Physician, heel thyself

Physician, heel thyself

Pittsburgh USA.
It was morning rounds in the hospital and the entire medical team stood
in the patient’s room. A test result was late, and the patient, a
friendly, middle-age man, jokingly asked his doctor whom he should yell

Turning and pointing at the patient’s nurse, the doctor replied, “If you want to scream at anyone, scream at her.”

This vignette is
not a scene from the medical drama “House,” nor did it take place 30
years ago, when nurses were considered subservient to doctors. Rather,
it happened just a few months ago, at my hospital, to me.

As we walked out
of the patient’s room I asked the doctor if I could quote him in an
article. “Sure,” he answered. “It’s a time-honored tradition — blame
the nurse whenever anything goes wrong.”

I felt stunned
and insulted. But my own feelings are one thing; more important is the
problem such attitudes pose to patient health. They reinforce the
stereotype of nurses as little more than candy stripers, creating a
hostile and even dangerous environment in a setting where close
cooperation can make the difference between life and death. And while
many hospitals have anti-bullying policies on the books, too few see it
as a serious issue.

Today nurses are
highly trained professionals, and in the best situations we form a team
with the hospital’s doctors. If doctors are generals, nurses are a
combination of infantry and aides-de-camp.

After all,
patients are admitted to hospitals because they need round-the-clock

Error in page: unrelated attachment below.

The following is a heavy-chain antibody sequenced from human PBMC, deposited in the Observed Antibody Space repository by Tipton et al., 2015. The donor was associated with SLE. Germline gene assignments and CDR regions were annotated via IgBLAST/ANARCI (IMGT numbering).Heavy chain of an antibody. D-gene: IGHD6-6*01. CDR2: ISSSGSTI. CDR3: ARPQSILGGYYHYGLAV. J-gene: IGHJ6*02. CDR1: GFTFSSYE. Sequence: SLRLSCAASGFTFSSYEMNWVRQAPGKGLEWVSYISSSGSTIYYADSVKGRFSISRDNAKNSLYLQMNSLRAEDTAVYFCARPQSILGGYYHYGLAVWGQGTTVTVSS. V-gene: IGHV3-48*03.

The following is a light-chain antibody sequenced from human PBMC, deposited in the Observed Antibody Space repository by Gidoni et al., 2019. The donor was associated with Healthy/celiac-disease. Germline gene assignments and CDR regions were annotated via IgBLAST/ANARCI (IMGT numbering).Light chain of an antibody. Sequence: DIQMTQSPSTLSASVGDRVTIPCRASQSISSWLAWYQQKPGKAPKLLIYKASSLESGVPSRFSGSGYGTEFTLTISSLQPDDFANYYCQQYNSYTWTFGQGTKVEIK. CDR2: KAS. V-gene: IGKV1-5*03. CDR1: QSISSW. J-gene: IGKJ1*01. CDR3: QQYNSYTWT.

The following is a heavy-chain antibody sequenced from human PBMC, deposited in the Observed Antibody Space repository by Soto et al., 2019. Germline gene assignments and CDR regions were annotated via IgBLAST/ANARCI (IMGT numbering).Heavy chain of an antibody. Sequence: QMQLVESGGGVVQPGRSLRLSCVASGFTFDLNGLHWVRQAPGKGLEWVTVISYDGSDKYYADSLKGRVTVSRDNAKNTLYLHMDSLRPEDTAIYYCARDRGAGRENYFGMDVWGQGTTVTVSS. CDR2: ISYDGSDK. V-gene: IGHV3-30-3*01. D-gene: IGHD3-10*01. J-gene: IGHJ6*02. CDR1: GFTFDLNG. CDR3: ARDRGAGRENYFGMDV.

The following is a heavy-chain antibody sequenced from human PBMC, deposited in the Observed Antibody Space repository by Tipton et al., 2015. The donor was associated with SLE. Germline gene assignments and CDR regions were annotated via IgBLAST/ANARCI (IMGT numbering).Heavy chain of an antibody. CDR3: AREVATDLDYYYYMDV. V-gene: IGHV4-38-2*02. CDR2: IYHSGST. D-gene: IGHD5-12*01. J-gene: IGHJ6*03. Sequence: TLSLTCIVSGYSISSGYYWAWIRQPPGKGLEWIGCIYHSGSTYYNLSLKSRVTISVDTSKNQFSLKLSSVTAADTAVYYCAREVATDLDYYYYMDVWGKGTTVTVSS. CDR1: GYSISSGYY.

nursing care. We administer medications, prep patients for tests,
interpret medical jargon for family members and double-check treatment
decisions with the patient’s primary team. Nurses are also the
hospital’s front line: We sound the alert if a patient takes a serious
turn for the worse.

But while most
doctors clearly respect their colleagues on the nursing staff, every
nurse knows at least one, if not many, who don’t.

Indeed, every
nurse has a story like mine, and most of us have several. A nurse I
know, attempting to clarify an order, was told, “When you have ‘M.D.’
after your name, then you can talk to me.” A doctor dismissed another’s
complaint by simply saying, “I’m important.”

When a doctor
thoughtlessly dresses down a nurse in front of patients or their
families, it’s not just a personal affront, it’s an incredible
distraction, taking our minds away from our patients, focusing them
instead on how powerless we are.

That said, the
most damaging bullying is not flagrant and does not fit the stereotype
of a surgeon having a tantrum in the operating room. It is passive,
like not answering pages or phone calls, and tends toward the subtle:
condescension rather than outright abuse, and aggressive or sarcastic
remarks rather than straightforward insults.

And because
doctors are at the top of the food chain, the bad behavior of even a
few of them can set a corrosive tone for the whole organisation. Nurses
in turn bully other nurses, attending physicians bully